We thought we had seen the last of the hugely popular Kodi repository TVAddons when it mysteriously disappeared in June - but it's back.

Or is it?

The versatile source was widely considered to be the number one library for Kodi add-ons, most notably for hosting Exodus - a global source for TV shows and movies and reportedly listed a staggering 1,500 add-ons.

In early June, it was sued by US satellite provider Dish Network for copyright infringement and subsequently disappeared with no explanation. The Facebook page also vanished without a trace.

Gazette & Herald:

Disclaimer on resurrected Exodus repo warning of breach of copyright

It remains unclear whether TVAddons pulled the plug itself, or was shut down by authorities. 

But now, TVAddons has re-appeared online – to much skepticism from the Kodi community.

Many YouTube Vloggers have created videos highlighting the discrepancies between the official repo and this version, doubting its authenticity. 

Kodi users on social media have also warned others away from this 'new' version claiming that it has reportedly been set up by a Canadaian law firm.

One Facebok post read: "Please if you still are connected to tvaddons repo in any way please delete as the TVaddons domain is registered to a Canadian lawyer. This seems pretty sketchy and could be used to monitor ips with the fusion installer installed."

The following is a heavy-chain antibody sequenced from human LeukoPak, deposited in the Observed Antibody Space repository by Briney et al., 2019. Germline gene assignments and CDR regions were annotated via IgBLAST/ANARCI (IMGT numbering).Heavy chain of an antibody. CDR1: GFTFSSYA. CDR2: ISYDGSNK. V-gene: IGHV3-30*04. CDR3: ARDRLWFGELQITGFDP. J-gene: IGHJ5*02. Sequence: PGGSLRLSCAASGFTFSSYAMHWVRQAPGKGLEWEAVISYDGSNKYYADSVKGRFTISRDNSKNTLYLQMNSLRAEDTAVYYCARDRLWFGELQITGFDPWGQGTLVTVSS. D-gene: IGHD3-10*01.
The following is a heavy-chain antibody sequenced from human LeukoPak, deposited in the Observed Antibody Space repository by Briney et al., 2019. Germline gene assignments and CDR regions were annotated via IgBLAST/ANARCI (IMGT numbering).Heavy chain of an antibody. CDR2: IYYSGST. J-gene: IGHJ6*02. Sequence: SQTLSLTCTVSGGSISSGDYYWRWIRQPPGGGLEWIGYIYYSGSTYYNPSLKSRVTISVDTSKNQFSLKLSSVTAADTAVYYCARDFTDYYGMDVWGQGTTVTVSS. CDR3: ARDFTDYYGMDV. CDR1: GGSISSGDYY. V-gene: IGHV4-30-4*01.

Gazette & Herald:

TVAddons now requires users to download ZIP files from the resurrected version of the website - which could prove harmful to your computer and potentially compromise your personal data. 

The Kodi community remains divided with many users unsure if this is a sting by law enforcement to frighten users or if it's legit.

Even if it is legit, when things like this happen, you should consider all your options and ask yourself if it's worth the risk.

Speculation on YouTube is rife with several reviewers mentioning a site under discovery investigation in a lawsuit, whose domains were seized or otherwise turned over to a Canadian law firm, without a single word from any known associated figure from the original group site.

Remember, Kodi itself isn’t illegal - it's an open-source media player that carries no content, but third-party add-ons created by developers can enable users to illegally access copyrighted content through it.